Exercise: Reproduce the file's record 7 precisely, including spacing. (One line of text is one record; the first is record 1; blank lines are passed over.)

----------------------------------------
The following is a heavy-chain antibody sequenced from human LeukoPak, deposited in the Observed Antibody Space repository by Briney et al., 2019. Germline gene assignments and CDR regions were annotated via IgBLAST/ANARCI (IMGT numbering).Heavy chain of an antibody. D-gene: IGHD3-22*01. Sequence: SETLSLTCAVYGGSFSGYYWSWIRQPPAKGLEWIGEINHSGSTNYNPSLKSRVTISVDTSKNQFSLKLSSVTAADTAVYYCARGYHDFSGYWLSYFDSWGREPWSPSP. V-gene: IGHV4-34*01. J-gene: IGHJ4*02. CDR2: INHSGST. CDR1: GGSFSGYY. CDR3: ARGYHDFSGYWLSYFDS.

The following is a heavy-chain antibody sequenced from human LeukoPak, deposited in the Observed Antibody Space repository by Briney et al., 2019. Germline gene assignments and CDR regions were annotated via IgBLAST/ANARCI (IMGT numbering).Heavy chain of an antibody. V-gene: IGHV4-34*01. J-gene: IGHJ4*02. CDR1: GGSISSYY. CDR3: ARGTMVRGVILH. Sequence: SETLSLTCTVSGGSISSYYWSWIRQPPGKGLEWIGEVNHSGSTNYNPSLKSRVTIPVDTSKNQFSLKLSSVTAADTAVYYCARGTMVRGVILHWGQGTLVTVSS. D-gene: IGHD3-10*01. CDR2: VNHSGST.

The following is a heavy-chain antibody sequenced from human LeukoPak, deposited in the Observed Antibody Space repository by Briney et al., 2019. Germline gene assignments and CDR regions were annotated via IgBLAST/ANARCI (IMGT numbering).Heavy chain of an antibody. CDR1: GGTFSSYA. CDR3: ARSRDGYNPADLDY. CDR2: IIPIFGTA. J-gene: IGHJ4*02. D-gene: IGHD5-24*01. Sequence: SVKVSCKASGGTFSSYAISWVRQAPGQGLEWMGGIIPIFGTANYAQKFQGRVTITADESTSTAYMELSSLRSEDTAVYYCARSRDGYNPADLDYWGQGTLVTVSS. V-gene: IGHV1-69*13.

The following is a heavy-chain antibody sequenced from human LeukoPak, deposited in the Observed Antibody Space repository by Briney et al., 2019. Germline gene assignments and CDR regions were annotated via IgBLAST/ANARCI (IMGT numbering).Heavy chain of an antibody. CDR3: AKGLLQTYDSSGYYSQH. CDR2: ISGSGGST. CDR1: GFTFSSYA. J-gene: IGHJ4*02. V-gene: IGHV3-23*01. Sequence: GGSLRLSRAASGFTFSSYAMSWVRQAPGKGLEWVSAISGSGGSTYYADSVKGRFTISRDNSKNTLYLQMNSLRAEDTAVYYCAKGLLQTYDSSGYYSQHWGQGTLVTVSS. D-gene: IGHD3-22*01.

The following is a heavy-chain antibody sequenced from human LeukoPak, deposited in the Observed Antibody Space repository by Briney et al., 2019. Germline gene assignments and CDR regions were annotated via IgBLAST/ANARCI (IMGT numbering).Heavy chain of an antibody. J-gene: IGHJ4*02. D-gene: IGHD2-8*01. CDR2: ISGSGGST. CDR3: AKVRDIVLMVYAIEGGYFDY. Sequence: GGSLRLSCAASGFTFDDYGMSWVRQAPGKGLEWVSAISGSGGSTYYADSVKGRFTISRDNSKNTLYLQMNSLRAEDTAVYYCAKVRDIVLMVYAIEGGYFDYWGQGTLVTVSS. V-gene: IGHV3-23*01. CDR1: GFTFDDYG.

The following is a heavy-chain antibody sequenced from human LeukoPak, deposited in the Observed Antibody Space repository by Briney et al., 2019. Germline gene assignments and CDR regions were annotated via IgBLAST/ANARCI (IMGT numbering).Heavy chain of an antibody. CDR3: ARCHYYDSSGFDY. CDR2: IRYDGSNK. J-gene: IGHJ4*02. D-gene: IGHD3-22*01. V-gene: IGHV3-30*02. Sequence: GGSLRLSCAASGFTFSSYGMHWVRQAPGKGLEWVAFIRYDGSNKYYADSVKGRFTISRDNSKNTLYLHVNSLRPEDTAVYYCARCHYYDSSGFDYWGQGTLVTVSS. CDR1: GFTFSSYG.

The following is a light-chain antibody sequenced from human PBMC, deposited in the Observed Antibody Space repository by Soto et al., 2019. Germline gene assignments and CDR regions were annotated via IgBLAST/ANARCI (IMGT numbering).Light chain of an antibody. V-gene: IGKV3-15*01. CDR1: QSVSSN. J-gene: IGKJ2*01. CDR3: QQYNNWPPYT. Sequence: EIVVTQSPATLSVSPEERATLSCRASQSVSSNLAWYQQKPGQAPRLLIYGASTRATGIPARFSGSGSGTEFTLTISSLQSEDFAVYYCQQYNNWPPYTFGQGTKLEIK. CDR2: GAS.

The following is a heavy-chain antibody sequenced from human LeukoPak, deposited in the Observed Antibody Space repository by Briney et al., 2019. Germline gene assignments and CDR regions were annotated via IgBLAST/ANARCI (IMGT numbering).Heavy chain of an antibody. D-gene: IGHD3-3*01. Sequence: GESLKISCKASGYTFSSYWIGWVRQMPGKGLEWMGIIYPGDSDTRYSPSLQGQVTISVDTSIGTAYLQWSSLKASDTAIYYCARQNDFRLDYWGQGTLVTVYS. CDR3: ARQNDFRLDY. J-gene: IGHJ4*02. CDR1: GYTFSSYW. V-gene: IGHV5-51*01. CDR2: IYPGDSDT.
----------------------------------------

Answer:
The following is a light-chain antibody sequenced from human PBMC, deposited in the Observed Antibody Space repository by Soto et al., 2019. Germline gene assignments and CDR regions were annotated via IgBLAST/ANARCI (IMGT numbering).Light chain of an antibody. V-gene: IGKV3-15*01. CDR1: QSVSSN. J-gene: IGKJ2*01. CDR3: QQYNNWPPYT. Sequence: EIVVTQSPATLSVSPEERATLSCRASQSVSSNLAWYQQKPGQAPRLLIYGASTRATGIPARFSGSGSGTEFTLTISSLQSEDFAVYYCQQYNNWPPYTFGQGTKLEIK. CDR2: GAS.